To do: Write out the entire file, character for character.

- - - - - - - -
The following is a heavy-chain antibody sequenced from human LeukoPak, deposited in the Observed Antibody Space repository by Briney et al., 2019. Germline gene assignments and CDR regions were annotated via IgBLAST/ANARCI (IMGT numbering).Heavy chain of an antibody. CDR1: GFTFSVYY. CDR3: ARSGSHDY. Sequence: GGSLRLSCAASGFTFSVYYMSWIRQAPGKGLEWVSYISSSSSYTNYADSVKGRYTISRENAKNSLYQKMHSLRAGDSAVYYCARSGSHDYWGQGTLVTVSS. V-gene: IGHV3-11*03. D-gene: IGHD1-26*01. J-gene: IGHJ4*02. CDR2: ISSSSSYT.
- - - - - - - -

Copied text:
The following is a heavy-chain antibody sequenced from human LeukoPak, deposited in the Observed Antibody Space repository by Briney et al., 2019. Germline gene assignments and CDR regions were annotated via IgBLAST/ANARCI (IMGT numbering).Heavy chain of an antibody. CDR1: GFTFSVYY. CDR3: ARSGSHDY. Sequence: GGSLRLSCAASGFTFSVYYMSWIRQAPGKGLEWVSYISSSSSYTNYADSVKGRYTISRENAKNSLYQKMHSLRAGDSAVYYCARSGSHDYWGQGTLVTVSS. V-gene: IGHV3-11*03. D-gene: IGHD1-26*01. J-gene: IGHJ4*02. CDR2: ISSSSSYT.